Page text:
Thursday, 17 November 2016

The CJEU decision in Soulier: what does it mean for laws other than the French one on out-of-print books?

The late Marc Soulier,
also known as Ayerdhal
As reported by this blog through a breaking news post, yesterday the Court of Justice of the European Union (CJEU) issued its decision in Soulier and Doke, C-301/15.

This was a reference for a preliminary ruling from the French Conseil d’État (Council of State) and concerned the compatibility with EU law [read: the InfoSoc Directiveof the 2012 French law to allow and regulate the digital exploitation of out-of-print 20th century books.

As explained more at length hereby introducing into the French Code de la propriété intellectuelle (CPI) a new chapter [Chapter IV - Articles L 134-1 to L 134-9, subsequently amended] to Title III of Book I, this piece of legislation has vested approved collecting societies with the right to authorise the reproduction and the representation in digital form of out-of-print books, while allowing the authors of those books, or their successors in title, to oppose or put an end to that practice subject to certain conditions. 

More specifically, the relevant implementing decree has established a legal framework intended to encourage the digital exploitation of works reproduced in books published in France before 1 January 2001 which are no longer commercially distributed by a publisher and are not published in print or digital format. In that case the right to authorise the reproduction or performance of those books in digital format is exercised, six months after their registration in a publicly accessible database for which the National Library of France is responsible, by collecting societies approved to do so by the Ministry of Culture.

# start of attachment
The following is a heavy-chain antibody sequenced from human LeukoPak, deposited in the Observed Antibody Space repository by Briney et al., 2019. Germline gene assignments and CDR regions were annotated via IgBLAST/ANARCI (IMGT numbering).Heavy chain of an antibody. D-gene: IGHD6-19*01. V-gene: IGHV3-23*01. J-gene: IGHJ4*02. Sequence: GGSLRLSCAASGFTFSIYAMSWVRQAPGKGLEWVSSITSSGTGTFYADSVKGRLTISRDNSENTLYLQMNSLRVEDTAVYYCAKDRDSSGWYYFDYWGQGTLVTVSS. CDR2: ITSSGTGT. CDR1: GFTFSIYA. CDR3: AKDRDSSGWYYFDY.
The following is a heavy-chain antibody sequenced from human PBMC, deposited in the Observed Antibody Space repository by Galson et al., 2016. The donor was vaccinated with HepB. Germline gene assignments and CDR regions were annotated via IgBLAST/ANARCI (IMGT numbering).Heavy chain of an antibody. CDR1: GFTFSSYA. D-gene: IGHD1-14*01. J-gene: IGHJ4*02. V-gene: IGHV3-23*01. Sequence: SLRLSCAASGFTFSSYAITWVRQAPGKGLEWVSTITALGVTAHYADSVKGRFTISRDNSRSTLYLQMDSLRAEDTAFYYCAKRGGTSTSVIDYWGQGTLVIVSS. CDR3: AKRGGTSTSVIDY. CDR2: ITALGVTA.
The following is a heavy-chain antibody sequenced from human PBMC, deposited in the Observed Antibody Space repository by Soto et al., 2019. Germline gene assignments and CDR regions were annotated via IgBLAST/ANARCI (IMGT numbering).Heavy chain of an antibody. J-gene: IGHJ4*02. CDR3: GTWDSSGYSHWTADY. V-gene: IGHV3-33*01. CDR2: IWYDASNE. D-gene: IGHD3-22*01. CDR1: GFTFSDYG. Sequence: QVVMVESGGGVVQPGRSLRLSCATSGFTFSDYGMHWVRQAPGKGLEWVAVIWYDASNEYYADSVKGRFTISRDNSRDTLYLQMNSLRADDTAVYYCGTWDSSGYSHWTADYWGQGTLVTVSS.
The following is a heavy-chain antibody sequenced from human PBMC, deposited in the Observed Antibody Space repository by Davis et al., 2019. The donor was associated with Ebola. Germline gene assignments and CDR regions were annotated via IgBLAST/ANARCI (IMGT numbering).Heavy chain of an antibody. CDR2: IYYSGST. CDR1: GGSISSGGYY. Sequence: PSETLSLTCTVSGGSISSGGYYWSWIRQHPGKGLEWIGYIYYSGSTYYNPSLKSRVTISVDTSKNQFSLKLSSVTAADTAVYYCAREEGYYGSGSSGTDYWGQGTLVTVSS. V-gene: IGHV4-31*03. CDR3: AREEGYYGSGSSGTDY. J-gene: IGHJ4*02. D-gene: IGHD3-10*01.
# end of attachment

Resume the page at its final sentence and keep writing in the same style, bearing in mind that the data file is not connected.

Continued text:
In yesterday's post, I expressed the view that this new CJEU decision might have far-reaching implications, that go well beyond the sole piece of legislation at the centre of the case.

After reading the decision, this seems indeed to be the case.

What the CJEU said

Preliminary remarks

In its 53-paragraph decision, also clarifying that the case had nothing to do with copyright exceptions [so that, in line with the Opinionhere, of Advocate General (AG) Wathelet, Article 5 of the InfoSoc Directive would be irrelevant], the Court noted that the national legislation at issue would call into consideration: (1) the right of reproduction within the meaning of Article 2(a) of the InfoSoc Directive; and (2) the right to authorise the representation under that form and that such a representation constitutes a communication to the public within the meaning of Article 3(1) of that directive.

The actual question referred by the French court should be therefore read as asking whether Article 2(a) and Article 3(1) of the InfoSoc Directive preclude national legislation that gives an approved collecting society the right to authorise the reproduction and communication to the public, in digital form, of out-of-print books, while allowing the authors of those books or their successors in title to oppose or put an end to that practice on the conditions that that legislation lays down.